bn2204
 

Scott

It's my understanding that the Tichy model represents a USRA design from WWI that was never built here in the US. However, this design was built in Canada during WWII and the Canadian cars survived into the early 1980's. If memory serves me well, the manway is 54" in dia., as where the initial Tichy model was offered with a 60" manway. (Tichy now offers the 54" manway.) The centersill and brake appliances are slightly different, and there's been discussion about using  the frame from an 8000 gal Intermountain to more accurately model the frame. But as is, the tank itself is correct. There were several Canadian owners, but CGTX and CN were the big owners of the cars. In fact, I need several of these cars myself. The model best matches CGT'X 1600-1799 (see link)

http://www.nakina.net/pages/cgtx/cgtx001001.html

Darrall Swift - Lagrange, Ohio
Modeling the BN/MILW in North Central Montana,  Great Falls to Shelby,  Circa: August-September 1979

Bruce Smith
 

WWII built USG-A cars built by AC&F were also similar, but as with the Canadian cars, which were built by CC&F, the under frame was different so the Tichy kit is not completely correct. Note that these cars were a "throw back" in that they were class II tank cars that were limited in the cargos that could be carried when compared to the standard class 3 (103) cars of the time.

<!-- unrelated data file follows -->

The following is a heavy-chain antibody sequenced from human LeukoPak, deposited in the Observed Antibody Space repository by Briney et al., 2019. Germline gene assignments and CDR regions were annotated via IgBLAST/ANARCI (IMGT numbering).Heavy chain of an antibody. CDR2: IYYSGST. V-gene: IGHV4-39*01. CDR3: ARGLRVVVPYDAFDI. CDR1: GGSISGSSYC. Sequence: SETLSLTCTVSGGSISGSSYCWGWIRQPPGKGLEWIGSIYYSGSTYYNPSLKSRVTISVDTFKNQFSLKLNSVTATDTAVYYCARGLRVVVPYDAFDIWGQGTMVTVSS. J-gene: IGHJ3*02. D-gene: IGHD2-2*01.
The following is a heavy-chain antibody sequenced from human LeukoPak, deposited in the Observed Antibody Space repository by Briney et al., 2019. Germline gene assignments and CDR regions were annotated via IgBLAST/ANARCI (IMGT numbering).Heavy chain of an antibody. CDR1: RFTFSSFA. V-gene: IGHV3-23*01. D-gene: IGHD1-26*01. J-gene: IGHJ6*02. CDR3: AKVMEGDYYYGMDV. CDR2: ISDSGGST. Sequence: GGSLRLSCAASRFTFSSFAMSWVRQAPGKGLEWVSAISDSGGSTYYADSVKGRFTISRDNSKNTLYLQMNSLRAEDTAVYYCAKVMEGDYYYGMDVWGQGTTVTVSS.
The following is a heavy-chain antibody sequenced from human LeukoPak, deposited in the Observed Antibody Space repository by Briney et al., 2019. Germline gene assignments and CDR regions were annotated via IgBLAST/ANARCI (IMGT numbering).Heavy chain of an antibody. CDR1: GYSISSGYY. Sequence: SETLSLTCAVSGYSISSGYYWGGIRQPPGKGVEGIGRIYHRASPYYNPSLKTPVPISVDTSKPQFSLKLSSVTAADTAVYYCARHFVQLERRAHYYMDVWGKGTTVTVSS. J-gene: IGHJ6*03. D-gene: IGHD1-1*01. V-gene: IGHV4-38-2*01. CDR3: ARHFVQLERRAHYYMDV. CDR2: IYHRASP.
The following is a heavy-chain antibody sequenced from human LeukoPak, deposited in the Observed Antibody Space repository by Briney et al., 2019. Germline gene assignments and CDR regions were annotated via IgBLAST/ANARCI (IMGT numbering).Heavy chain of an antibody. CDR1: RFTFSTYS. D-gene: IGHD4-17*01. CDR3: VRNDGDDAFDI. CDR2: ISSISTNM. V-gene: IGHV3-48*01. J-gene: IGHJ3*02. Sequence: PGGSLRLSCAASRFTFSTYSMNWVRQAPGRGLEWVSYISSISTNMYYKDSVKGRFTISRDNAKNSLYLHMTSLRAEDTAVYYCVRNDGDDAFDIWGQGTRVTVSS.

Regards,
Bruce Smith
Auburn, AL


From: main@RealSTMFC.groups.io <main@RealSTMFC.groups.io> on behalf of bn2204 via Groups.Io <doswift@...>
Sent: Wednesday, August 14, 2019 8:07 AM
To: main@RealSTMFC.groups.io <main@RealSTMFC.groups.io>
Subject: Re: [RealSTMFC] Tichy tank car
 
Scott

It's my understanding that the Tichy model represents a USRA design from WWI that was never built here in the US. However, this design was built in Canada during WWII and the Canadian cars survived into the early 1980's. If memory serves me well, the manway is 54" in dia., as where the initial Tichy model was offered with a 60" manway. (Tichy now offers the 54" manway.) The centersill and brake appliances are slightly different, and there's been discussion about using  the frame from an 8000 gal Intermountain to more accurately model the frame. But as is, the tank itself is correct. There were several Canadian owners, but CGTX and CN were the big owners of the cars. In fact, I need several of these cars myself.

http://www.nakina.net/pages/cgtx/cgtx001001.html
www.nakina.net
CGTX 1001 series: CGTX's 1000 series consisted of a mixture of 10,000 and 12,000 gallon tank cars, and were a mixture of new and used cars acquired from 1932 to 1952.



Darrall Swift - Lagrange, Ohio
Modeling the BN/MILW in North Central Montana,  Great Falls to Shelby,  Circa: August-September 1979

Kemal Mumcu